OTA Payment Processing Models and setups
I have a question in regards to the Payment Processing models or actual setups that are used by OTAs. I am not talking about Booking.com or Expedia, it's mostly a question of how new and smaller OTAs set up their payment procedures.
For example, when a customer books a trip on the "Random Travel" website, the customer's credit card gets charged by the travel agency and then the payment goes to the actual property or an airline, right?
What are the other options?
And what payment processors can be used by the OTA to charge their customers?
For example, Stripe charges 2.9%+ 0.30c for every transaction, and +1% for every international transaction. This is a lot of money for small OTAs, since the commission is also shared with the Host agency. So if we take an example of a $100 hotel booking, the commission is 10%, in most cases, which is $10. Will say Host agency takes 30% of the commission, that's $3. Stripe takes 2.9% of the entire amount paid, which is another $3.
In the end of the day, the agency is left with $3-4 commission.
So my question is: what are the ways to set up an efficient payment process and what could be the options?
Sorry for the long question. It's really something I am trying to understand.
asked Apr 13, 2020
answered May 8, 2020
Thank you for your interest.
First, let’s unravel the payment processing flow.
You described the business model where a travel agency is accepting direct payments from customers and functions as a merchant of record. Adding a commission to the net-price, an OTA charges the client. Usually, an agency integrates a payment gateway to process payments.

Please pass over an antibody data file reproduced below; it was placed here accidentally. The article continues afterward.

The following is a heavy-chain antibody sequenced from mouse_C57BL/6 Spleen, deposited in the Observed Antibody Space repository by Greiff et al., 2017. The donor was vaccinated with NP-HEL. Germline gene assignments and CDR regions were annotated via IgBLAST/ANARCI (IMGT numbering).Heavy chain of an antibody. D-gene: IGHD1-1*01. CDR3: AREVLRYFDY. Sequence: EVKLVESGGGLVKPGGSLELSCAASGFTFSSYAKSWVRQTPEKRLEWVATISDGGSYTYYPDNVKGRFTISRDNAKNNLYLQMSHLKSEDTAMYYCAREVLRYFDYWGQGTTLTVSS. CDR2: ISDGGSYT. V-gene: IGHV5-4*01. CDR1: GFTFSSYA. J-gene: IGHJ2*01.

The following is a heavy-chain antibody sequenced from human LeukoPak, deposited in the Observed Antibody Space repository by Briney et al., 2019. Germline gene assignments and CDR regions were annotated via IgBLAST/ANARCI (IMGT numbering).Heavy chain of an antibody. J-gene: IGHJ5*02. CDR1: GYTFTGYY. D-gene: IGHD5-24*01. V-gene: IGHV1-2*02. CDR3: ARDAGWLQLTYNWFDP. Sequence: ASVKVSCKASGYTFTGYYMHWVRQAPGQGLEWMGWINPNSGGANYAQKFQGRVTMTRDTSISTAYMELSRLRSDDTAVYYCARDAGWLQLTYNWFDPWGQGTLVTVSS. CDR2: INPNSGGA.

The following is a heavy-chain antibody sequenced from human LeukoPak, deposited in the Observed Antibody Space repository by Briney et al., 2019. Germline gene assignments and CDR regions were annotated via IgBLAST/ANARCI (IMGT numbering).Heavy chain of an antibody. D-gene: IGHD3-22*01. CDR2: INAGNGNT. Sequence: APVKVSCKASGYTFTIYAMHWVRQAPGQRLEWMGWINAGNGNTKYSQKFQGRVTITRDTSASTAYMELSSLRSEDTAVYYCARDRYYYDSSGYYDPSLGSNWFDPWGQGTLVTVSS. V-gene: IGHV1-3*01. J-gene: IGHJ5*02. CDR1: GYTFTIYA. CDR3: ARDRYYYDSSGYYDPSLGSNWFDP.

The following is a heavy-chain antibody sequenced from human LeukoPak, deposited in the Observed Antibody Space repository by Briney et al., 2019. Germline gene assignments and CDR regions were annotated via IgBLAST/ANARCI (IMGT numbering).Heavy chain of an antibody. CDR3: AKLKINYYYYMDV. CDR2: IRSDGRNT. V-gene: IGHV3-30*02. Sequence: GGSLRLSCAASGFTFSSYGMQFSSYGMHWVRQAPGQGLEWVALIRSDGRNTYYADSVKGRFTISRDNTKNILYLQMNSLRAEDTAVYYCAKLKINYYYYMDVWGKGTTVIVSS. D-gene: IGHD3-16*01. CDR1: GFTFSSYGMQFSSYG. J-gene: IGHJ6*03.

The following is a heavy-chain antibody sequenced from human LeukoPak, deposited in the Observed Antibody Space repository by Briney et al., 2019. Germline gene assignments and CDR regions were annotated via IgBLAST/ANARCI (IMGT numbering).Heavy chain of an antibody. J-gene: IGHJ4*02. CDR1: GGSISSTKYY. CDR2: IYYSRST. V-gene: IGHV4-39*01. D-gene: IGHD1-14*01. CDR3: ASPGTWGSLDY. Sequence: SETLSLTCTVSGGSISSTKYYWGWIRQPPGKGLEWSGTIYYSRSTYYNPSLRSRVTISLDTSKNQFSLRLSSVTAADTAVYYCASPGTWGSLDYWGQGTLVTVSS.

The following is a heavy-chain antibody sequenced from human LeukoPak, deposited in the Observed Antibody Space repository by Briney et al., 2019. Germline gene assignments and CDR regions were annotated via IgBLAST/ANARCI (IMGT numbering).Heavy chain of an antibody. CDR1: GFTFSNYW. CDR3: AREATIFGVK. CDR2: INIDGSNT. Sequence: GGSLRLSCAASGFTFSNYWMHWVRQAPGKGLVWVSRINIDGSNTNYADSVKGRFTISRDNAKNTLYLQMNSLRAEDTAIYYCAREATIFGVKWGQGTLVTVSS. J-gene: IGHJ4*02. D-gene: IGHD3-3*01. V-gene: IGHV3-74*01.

In more detail, payment processing works like this:
When the money is on the agency’s account, it pays the supplier its share. In the case of flights, OTAs must be IATA-accredited to pay airlines directly. Small OTAs aren’t usually certified, so they leverage a consolidator as a payment mediator between them and an airline.
But if an OTA doesn’t function as a merchant, usually, it redirects to a supplier (in case of a direct distribution) or a larger OTA like Expedia or Booking.com for a transaction. According to this business model, OTAs get paid their percentage of the total price at the end of the month. Payment processing isn’t on their shoulders so they don’t owe commissions to payment gateways.
Expedia, for instance, provides EPS Checkout - a white-label solution that collects credit card data and then transmits it to EPS servers where the data is validated and stored.
Distributing hotels, some agencies list the rooms and allow customers only to book but pay already at the property. So that the hotel will pay back the OTA the contracted commission after the check-out.
Your second inquiry was about cost-efficient payment processors.
Setting up a payment gateway is lucrative in case your OTA has a large payment volume:
The more transactions a gateway processes, the less percent it charges per card. Hence, an OTA with about 5000 transactions per month will pay a higher commission per transaction than an OTA with 50000 transactions.
There’s a great number of payment gateways but they offer a similar set of services for a fairly similar price. So, we wouldn’t say that looking for a cheaper payment gateway can save you a lot of money. What really can be a game-changer is negotiating competitive rates and deals with end-product suppliers. Besides leveraging GDS generic deals, it’s necessary to extend your own pool of providers ready to work with you on exclusive conditions. You can read more marketing tips for travel agencies in our article.
All in all, defining a payment processing strategy is a complex task. So, you may want to get in touch with our sales team for further discussion.